Surprise hit of the week is 100 Vaginas, in which the artist Laura Dodsworth photographs the genitalia of 100 women and then talks to them about the images and how they feel about their bodies. It’s a great film – bold and political and warm – but firmly at the art-house end of the channel’s output. Everyone is delighted when it attracts an audience of more than 1 million.
The new shows are part of a deliberate drive by the channel to offer distinctive content, in a bid to beat competition from streaming services and other broadcasters.
At the launch of the new slate, Ian Katz, the channel’s Director of Programming, said he wants to focus on “entertaining, mischievous and innovative shows about the big issues and arguments in Britain today.”
He added: “Many of the shows [launching in 2019] are not ones that the global digital giants, even as they plough billions into new content, would be remotely interested in making.”
Take three very different commissioners, all united by a common purpose: securing and showing content that satisfies their audiences. But achieving that simple aim is rarely straightforward in an increasingly complex media environment.
First things first. Picking up from Tony Hall’s impassioned plea that policy makers act to protect the BBC, session chair Kirsty Wark asked Georgia Brown and Zai Bennett – from Amazon Studios and Sky, respectively – whether public service broadcasting was still necessary in these contentrich times.
The announcement comes amid a slew of new commissions and announcements from the broadcaster, as Chief Executive Alex Mahon and Director of Programming Ian Katz, addressed Channel 4 staff about the future of the channel.
Katz revealed a five-point plan which, he believes, will secure the broadcaster against threats posed by competitors, and will ensure that Channel 4 retains its crown as the youngest-skewing public service channel in the world.
Among those aims was a renewed focus on comedy for the channel and its on-demand platform All4.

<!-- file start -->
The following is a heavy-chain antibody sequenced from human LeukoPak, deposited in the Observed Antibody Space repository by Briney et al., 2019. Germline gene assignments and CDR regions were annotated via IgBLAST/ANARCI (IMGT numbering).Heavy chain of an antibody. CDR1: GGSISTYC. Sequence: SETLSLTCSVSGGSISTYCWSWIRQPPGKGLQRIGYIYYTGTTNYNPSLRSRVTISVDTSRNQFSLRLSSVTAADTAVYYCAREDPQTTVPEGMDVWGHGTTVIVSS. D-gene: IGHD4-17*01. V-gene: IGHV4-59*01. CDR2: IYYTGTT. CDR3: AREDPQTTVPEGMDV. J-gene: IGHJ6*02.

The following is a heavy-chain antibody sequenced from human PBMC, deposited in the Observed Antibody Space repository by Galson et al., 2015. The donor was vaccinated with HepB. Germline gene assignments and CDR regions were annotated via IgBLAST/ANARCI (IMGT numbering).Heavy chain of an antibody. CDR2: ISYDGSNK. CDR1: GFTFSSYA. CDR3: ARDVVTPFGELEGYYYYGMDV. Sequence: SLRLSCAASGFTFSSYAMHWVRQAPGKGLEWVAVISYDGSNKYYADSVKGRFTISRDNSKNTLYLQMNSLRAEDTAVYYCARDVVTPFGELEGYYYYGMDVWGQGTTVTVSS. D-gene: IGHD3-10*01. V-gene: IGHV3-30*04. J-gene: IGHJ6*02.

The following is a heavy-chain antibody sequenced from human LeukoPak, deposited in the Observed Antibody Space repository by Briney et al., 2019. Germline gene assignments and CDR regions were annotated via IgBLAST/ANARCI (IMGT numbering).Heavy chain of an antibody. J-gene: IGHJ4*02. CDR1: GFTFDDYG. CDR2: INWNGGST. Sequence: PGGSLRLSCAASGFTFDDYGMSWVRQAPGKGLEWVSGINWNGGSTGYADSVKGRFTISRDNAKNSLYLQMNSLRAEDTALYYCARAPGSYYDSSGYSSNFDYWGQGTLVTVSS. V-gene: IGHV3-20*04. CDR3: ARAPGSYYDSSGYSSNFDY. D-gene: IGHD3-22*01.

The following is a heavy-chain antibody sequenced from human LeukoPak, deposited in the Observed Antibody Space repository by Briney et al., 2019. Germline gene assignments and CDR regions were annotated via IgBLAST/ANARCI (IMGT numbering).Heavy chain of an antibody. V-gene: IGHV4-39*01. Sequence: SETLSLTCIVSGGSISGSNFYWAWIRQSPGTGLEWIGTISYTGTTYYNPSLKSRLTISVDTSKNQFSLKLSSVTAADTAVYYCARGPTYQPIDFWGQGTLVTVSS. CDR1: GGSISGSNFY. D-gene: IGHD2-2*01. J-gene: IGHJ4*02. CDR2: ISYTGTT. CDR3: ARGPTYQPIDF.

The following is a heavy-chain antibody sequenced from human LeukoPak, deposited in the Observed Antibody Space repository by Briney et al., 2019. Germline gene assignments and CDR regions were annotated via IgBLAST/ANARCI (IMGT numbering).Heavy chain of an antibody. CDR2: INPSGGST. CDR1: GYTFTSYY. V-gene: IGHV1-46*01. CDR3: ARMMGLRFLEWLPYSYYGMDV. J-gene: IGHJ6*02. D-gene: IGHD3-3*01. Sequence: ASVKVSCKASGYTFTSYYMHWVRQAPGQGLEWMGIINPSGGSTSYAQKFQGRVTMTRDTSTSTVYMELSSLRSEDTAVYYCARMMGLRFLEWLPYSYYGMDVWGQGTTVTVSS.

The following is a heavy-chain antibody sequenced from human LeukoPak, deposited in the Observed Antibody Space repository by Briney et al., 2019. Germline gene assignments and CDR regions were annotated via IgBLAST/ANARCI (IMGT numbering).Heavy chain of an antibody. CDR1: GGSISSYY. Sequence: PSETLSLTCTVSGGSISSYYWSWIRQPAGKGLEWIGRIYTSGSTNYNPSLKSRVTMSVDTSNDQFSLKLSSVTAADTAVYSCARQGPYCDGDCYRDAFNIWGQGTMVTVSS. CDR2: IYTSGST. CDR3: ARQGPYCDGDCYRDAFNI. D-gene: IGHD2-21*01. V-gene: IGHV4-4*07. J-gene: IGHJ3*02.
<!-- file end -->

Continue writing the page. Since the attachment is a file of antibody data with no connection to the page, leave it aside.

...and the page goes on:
Getting information out of politicians on TV is proving difficult this election. Day after day of interviews on a range of programmes are testing parliamentary hopefuls on every policy they have, and straight answers are rare.
Television becomes the perfect climate for politicians to avoid tough questioning and instead get their planned party message across.
Emailing me directions to his flat in Earls Court, Newsnight’s Lead Presenter, Evan Davis, mentions the "fascinating cluster" of estate agents where he lives. "Fascinating" and "estate agents" appear infrequently in the same sentence, but this is classic Evan Davis.
For an insight into the day job of the BBC Director-General two years into his role, I pop into Tony Hall's plate-glass eyrie at New Broadcasting House. I arrive in the aftermath of one of the regular encyclicals that DGs dispense.
He's sung the praises of the BBC's place in a "thriving, free and competitive market", an alternative to what a colleague terms the "Joni Mitchell" school of heartstring-tugging about the Beeb's innate brilliance.
As an educational charity, part of the RTS focus is on providing information for young entrants into the television and media industry. RTS Behind the Scenes is our newest series exploring the production process of some of Britain’s most popular programmes. From current affairs to comedy, panel shows and soaps, this series will offer a rare glimpse backstage of each production, highlighting all the different roles and giving a sense of what they entail.